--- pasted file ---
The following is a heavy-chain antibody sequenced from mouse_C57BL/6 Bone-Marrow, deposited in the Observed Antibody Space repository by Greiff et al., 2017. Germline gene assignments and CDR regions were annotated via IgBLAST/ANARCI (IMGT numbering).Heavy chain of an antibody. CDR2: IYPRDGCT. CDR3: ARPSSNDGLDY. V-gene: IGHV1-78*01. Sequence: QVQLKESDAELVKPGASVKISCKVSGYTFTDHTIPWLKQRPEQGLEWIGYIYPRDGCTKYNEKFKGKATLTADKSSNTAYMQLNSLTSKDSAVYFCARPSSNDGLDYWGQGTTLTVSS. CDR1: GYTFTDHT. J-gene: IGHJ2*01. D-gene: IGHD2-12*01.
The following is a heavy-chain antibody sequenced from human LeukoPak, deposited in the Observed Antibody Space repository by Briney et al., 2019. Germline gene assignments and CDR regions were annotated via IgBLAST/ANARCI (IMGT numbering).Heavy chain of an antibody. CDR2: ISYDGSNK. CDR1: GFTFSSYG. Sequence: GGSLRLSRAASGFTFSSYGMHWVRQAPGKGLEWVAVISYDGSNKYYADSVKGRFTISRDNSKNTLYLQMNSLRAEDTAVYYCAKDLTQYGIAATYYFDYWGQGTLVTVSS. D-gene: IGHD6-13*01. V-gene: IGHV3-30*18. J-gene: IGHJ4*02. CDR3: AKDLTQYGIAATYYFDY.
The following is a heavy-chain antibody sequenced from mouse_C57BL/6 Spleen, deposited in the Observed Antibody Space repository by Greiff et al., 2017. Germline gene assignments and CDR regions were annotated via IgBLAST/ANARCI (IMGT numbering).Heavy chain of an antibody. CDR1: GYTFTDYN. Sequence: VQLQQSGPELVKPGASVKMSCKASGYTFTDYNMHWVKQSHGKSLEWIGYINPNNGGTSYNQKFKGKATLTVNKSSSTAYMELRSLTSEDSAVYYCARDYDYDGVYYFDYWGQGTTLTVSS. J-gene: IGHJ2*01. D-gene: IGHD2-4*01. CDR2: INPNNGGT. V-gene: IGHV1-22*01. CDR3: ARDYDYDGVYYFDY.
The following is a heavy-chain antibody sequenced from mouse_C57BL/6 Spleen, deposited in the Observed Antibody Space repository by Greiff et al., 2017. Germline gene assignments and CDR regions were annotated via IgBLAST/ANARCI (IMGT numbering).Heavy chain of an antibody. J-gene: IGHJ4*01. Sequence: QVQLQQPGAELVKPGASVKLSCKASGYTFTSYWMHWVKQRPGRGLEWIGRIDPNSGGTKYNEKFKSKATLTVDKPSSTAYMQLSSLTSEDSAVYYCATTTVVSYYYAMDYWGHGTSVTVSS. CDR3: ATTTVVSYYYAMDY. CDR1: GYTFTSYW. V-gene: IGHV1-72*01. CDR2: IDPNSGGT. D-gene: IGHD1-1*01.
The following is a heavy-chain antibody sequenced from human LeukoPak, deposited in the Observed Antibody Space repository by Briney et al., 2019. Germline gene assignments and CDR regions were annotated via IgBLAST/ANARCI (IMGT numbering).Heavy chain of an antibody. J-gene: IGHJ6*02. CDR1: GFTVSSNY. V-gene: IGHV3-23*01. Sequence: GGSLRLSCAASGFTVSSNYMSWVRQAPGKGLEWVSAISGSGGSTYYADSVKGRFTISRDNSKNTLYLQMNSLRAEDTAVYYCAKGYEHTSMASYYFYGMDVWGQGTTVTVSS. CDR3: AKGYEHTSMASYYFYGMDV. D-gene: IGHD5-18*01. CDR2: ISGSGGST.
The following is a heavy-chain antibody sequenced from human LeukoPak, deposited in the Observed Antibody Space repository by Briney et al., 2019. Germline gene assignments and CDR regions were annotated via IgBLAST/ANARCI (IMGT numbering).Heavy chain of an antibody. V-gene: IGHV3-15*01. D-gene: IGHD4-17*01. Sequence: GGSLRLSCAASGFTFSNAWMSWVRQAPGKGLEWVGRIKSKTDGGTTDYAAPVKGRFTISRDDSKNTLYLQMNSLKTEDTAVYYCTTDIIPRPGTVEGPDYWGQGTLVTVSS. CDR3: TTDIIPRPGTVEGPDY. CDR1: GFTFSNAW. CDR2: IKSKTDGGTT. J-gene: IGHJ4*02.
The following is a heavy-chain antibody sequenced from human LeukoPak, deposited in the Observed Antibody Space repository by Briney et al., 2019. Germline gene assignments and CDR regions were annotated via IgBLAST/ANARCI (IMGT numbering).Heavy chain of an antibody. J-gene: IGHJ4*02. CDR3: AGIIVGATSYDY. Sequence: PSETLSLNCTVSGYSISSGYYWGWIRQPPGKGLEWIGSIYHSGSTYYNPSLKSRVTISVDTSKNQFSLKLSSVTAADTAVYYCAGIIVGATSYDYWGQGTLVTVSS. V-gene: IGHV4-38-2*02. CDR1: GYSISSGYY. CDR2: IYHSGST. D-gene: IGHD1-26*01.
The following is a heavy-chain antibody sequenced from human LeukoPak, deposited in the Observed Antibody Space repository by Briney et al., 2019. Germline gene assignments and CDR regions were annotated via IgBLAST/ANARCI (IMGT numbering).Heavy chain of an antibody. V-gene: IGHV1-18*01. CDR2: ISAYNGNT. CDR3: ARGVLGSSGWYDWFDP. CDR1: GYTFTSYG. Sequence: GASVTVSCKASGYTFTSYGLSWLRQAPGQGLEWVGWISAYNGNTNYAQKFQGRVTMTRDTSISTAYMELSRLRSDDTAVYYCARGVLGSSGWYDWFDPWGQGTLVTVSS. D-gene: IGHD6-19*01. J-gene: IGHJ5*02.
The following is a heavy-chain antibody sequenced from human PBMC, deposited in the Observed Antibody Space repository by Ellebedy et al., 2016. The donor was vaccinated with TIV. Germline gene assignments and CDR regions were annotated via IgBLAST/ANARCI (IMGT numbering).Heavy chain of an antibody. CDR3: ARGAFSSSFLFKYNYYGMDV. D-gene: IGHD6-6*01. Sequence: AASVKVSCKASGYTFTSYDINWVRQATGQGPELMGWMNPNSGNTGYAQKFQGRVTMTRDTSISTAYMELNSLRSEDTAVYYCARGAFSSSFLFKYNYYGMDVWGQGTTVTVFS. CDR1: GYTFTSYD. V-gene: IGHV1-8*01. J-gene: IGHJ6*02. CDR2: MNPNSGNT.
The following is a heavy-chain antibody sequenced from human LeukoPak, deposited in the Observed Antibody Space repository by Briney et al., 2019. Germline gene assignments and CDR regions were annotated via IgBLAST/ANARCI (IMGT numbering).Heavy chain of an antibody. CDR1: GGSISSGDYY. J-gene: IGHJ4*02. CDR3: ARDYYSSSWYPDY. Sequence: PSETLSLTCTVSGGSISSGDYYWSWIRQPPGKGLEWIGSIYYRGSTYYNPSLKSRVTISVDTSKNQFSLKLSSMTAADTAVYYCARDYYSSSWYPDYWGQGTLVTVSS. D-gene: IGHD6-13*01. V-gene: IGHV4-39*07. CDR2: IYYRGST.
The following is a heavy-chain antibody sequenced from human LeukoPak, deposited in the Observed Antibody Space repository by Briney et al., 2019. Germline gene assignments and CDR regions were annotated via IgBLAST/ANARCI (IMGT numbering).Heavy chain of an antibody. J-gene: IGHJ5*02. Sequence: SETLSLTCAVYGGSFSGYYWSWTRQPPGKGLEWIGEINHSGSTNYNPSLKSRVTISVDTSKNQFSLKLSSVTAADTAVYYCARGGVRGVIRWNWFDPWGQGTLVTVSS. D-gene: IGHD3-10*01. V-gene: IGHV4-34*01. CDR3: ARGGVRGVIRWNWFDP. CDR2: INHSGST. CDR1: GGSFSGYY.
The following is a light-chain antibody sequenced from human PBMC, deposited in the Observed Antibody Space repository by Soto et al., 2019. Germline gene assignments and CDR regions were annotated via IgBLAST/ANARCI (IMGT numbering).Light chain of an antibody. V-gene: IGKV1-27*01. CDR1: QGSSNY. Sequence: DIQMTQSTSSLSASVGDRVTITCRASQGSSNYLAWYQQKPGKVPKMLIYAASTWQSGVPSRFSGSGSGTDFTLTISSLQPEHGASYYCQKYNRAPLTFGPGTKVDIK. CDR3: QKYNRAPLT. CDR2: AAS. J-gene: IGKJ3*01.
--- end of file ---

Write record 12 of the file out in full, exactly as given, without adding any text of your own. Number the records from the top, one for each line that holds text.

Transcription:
The following is a light-chain antibody sequenced from human PBMC, deposited in the Observed Antibody Space repository by Soto et al., 2019. Germline gene assignments and CDR regions were annotated via IgBLAST/ANARCI (IMGT numbering).Light chain of an antibody. V-gene: IGKV1-27*01. CDR1: QGSSNY. Sequence: DIQMTQSTSSLSASVGDRVTITCRASQGSSNYLAWYQQKPGKVPKMLIYAASTWQSGVPSRFSGSGSGTDFTLTISSLQPEHGASYYCQKYNRAPLTFGPGTKVDIK. CDR3: QKYNRAPLT. CDR2: AAS. J-gene: IGKJ3*01.